You have to have pretty grimy hands to agree to “settle” for a $3 billion U.S. Justice Department fine, which is what British drug giant GlaxoSmithKline did yesterday.
The company’s statement notwithstanding, Glaxo had twisted knickers.
The company reached this settlement with the government to avoid the delay, expense, inconvenience and uncertainty of protracted litigation of the government’s claims and to put behind us these long-standing investigations of what was, for the most part, very old conduct.”
Right, I added that last part. Not the most impressive response I’ve ever read. But contrary to what we wrote about yesterday — that reputation has capital value — GSK’s stock rose yesterday 1.7 percent. Go figure. That’s mostly because the settlement lifted the burden of uncertainty.
Glaxo is mostly a B2B company, with the second B being doctors and hospitals. In this case, the Justice Department charged they were essentially bribed with expensive gifts, trips, tickets and the like to prescribe Glaxo drugs for conditions the Food and Drug Administration never approved.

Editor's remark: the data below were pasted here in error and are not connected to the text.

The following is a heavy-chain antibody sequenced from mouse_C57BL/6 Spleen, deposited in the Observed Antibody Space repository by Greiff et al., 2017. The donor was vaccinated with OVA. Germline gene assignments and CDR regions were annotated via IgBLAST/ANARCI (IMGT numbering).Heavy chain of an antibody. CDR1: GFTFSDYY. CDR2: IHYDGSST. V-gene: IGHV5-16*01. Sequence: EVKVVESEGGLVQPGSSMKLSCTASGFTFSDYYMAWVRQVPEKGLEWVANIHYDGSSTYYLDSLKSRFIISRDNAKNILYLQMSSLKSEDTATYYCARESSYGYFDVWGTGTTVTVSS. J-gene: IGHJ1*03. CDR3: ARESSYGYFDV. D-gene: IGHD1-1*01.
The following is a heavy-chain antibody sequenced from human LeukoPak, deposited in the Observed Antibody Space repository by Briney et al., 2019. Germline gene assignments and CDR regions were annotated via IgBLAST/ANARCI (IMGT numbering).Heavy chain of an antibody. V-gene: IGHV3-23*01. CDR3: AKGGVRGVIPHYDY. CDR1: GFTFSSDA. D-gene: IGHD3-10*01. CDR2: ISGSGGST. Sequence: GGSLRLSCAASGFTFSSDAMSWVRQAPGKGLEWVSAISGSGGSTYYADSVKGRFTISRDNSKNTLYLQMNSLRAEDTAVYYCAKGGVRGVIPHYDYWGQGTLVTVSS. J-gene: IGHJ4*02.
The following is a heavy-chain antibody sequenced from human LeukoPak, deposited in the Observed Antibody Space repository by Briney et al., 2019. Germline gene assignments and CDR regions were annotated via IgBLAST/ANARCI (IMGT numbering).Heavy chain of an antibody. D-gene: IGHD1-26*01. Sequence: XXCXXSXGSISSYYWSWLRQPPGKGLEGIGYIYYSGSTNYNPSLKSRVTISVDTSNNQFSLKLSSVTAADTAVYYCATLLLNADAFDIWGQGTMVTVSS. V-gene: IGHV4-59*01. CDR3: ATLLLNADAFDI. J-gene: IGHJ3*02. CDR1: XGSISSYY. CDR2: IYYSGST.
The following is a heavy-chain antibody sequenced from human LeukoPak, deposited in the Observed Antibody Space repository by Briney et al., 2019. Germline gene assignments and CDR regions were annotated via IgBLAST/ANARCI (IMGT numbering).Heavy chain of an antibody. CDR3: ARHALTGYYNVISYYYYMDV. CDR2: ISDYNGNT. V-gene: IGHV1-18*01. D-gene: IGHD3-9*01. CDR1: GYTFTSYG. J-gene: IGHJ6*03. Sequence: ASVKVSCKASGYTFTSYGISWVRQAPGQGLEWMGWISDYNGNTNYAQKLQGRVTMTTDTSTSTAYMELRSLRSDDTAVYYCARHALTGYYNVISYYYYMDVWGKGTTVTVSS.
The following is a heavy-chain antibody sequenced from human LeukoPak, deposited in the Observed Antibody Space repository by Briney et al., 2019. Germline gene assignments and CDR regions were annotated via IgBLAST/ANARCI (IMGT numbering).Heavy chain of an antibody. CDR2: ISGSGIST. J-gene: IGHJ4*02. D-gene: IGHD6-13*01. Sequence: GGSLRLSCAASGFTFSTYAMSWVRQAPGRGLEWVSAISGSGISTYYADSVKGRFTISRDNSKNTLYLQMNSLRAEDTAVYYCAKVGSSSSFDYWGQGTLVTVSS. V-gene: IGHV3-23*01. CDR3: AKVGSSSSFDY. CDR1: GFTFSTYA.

If I were taking an anti-depression drug and my doc told me it’d grow hair on my head, my depression would be a lot less, right? Maybe, but not legally.
The takeaway then is how much this rip of Glaxo’s reputation will hurt the company and its products in the long run. Hard to say, but early indications are not much. The company is “too big,” has too many products and did not directly burn the people taking those drugs. If mere greed resulted in reduced sales, well, companies all over would tank.
My informed guess is that GSK weather’s this tempest. After all, the drugs inappropriately promoted and on which this $3 billion fine is based sold more than $18 billion worth of prescriptions last year.
The content of this blog is about crisis management and mismanagement in a digital age. It originates with Steve Bell, who spent 30 years as a journalist for the Associated Press and in four top editor positions at The Buffalo News. He is now Partner/Director of Public Affairs at Eric Mower + Associates, one of the nation’s largest independent advertising, integrated marketing and public relations agencies, with seven offices in the Northeast and Southeast. Learn more about EMA at www.mower.com. Steve’s blog is based on his own opinions and does not represent the views or positions of Eric Mower + Associates.